Professor Aaron Michael Oquaye, the Speaker of Parliament, has held deliberations with 21 international partners, including; ambassadors and development partners as part of the Debt Cancellation Campaign Initiative (DCCI).
DCCI is an initiative by the Conference of Speakers and Heads of African Parliament (COSAP) to advocate Africa’s debt to be forgiven due to the huge impact of the Covid-19 pandemic on Africa’s economy.
In the wake of the pandemic, the World Bank forecasts that Sub-Saharan Africa would collectively fall into recession for the first time in 25 years.
The World Bank statistically projected that between 26 and 39 million people in the region were at a high risk of falling into extreme poverty.
The Jubilee Debt Campaign report also indicated that twenty African countries now faced increased difficulties with 50 per cent of African countries spending more on debt repayments than they did on healthcare and education, which were key for human capital development.
Prior to the pandemic, the debt levels of numerous African countries were reaching unsustainable levels; according to information from the IMF, debt-to-GDP ratios in African countries have increased from an average of 43 per cent to 62 per cent from 2013 to 2018; 22 African countries have debt-to-GDP ratios of over 60 per cent, the threshold set by the African Monetary Cooperation Programme for prudent debt levels.
African countries are said to be on the brink of a debt crisis as they tackle the effects of the most devastating economic and social disasters in history.
Since the advent of the COVID-19 pandemic, the frailties of many African countries have been exposed and according to Jubilee Debt Campaign, twenty African countries are already in debt distress or at a high risk of it.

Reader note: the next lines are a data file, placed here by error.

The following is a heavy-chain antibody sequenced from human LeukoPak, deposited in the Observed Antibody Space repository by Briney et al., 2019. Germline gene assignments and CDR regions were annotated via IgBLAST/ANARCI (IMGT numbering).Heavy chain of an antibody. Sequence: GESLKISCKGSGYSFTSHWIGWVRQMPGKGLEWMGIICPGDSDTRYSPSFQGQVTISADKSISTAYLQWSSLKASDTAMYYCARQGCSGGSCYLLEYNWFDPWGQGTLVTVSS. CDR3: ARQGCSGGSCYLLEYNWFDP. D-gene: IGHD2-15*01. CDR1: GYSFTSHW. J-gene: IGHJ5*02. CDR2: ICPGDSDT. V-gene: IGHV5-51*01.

Prof. Oquaye, speaking on behalf of Conference of Speakers and Heads of African Parliament (COSAP), at the meeting with the Diplomats and Development partners, urged them to consider cancelling debts for developing countries in Africa.
He noted that there was an urgent need for the forgiveness of debt since African countries were facing enormous challenges including, increase in health expenses and other allied expenses, shortfalls in petroleum, slowdown of foreign direct investments, reduction in trade volumes, decline in international price of crude oil, exchange rate volatility and debt service difficulties.
Prof. Oquaye said that in the light of global advocacy efforts, the establishment of a more cohesive pan-African parliamentary voice to support the global and regional campaigns for Africa’s debt cancellation had become imperative; hence, the African Speakers’ Debt Cancellation Initiative was birthed as a means to establish that cohesive pan-African parliamentary voice of the continent to support the global campaigns advocating for Africa’s debt cancellation.
Mr Tsutomu Himeno, the Japanese Ambassador to Ghana, and Chairman of Heads of Mission of Development Partners, speaking on behalf of his colleagues, said developed nations were opened to discussing debt cancellation for Africa, taking the total sum of the COVID 19 pandemic on all countries in the world.
One of the key issues that also came to the fore was the lending architecture of the world, which has changed drastically.
Mr Ian Walker, the British High Commissioner, expressed the UK’s preparedness to work towards easing Africa’s economic difficulties.
Mrs Stephanie Sullivan, the American Ambassador to Ghana, cited interventions offered by the Highly Indebted Poor Countries (HIPC) programme and how they cured the ills of debt burden in African countries.
She urged African countries to refer to the lessons learnt from the interventions to avoid future occurrences.
Responding to the concerns about the HIPC programme, Speaker Oquaye indicated that the support from the Programme of Action to Mitigate Social Costs Adjustments (PAMSCAD) was not enough to sustain African countries and to elevate them from dependents to real partners in the development relations.
He, therefore, urged Development Partners to embrace legislative diplomacy as a tool in engaging the continent on debt forgiveness.